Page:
Wednesday, March 31, 2010

Bare-faced gall

"“Our worst fears have been surpassed,” Finance Minister Brian Lenihan said in the parliament in Dublin yesterday. “Irish banking made appalling lending decisions that will cost the taxpayer dearly for years to come.”" Garnered from Mike Shedlock's blog


I laughed/coughed out when I read that quote. The criminals are again to be bailed out by the tax payer, and without remotely contemplating prosecution! FFS! This has warped beyond the other side of funny, hurtled across bizarre, skidded over surreal and has thudded down somewhere sick, fetid, putrid and indigestible. The proper words to describe the situation don't actually exist. Maybe future generations will look back at this and come up with something appropriate. I hope we make it that far.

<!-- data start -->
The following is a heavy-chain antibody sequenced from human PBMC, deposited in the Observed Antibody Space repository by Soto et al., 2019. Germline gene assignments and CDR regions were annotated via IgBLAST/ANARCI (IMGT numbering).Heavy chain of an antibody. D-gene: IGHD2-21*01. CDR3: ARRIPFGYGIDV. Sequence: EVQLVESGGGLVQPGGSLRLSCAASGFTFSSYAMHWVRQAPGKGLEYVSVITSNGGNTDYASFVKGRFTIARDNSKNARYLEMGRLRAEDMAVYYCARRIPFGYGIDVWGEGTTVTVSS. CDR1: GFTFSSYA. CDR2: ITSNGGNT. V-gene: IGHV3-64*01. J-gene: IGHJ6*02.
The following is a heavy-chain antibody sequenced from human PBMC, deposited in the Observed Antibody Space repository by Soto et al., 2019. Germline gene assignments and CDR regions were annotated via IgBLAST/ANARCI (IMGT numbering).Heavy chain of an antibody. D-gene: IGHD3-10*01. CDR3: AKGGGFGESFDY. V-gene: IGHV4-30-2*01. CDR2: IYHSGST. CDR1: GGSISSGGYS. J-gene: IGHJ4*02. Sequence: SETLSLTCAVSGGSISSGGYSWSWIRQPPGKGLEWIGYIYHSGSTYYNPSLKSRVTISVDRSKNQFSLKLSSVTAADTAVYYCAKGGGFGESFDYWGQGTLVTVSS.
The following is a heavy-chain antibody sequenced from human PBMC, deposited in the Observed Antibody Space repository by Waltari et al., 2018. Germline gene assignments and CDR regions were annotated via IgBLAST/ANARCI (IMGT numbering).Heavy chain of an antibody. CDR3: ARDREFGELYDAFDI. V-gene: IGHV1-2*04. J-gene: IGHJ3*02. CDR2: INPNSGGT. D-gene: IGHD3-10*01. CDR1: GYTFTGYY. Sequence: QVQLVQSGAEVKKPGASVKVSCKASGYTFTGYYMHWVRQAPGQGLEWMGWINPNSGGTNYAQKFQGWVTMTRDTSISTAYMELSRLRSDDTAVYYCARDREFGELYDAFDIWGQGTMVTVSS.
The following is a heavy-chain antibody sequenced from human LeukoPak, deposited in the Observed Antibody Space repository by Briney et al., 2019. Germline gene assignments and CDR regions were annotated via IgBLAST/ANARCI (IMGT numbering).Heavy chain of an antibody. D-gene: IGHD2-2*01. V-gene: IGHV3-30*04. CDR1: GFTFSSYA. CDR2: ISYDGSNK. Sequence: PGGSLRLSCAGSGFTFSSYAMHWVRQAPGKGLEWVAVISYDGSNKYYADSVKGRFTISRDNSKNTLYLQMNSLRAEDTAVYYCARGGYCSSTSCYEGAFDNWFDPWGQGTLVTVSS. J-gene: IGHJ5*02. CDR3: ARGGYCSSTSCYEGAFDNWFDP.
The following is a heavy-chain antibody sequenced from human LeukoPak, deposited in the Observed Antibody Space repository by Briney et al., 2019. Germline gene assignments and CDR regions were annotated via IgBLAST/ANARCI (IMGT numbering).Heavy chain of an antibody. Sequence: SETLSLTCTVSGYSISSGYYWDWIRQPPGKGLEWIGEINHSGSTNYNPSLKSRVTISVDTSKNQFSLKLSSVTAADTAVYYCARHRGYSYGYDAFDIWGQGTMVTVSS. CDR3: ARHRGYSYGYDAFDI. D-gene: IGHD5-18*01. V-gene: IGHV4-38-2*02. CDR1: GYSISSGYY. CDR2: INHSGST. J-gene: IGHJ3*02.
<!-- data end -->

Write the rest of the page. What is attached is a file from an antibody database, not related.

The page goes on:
6 comments:

Edwardo said...

It's the single best marker of how thoroughly rotten the entire western system of governance has become that there are no investigations or prosecutions, let alone convictions. Having said that, I don't know which group enrages me more, the "authorities" or the citizenry who seem, in the aggregate, unmoved to action. One gets the government one deserves.

Toby said...

We are the system. We make it, day by day, year by year. The divisions we set up to understand its workings, the sectors and other components like "government" and "market," do have a (limited) use, but also serve to keep us in "us and them" mode. This mode is millennia old and will take a lot of breaking down. The Internet is our best chance of affecting deep change, or at least of sowing the right seeds. This is going to take time though, and I can't see it being a smooth process either.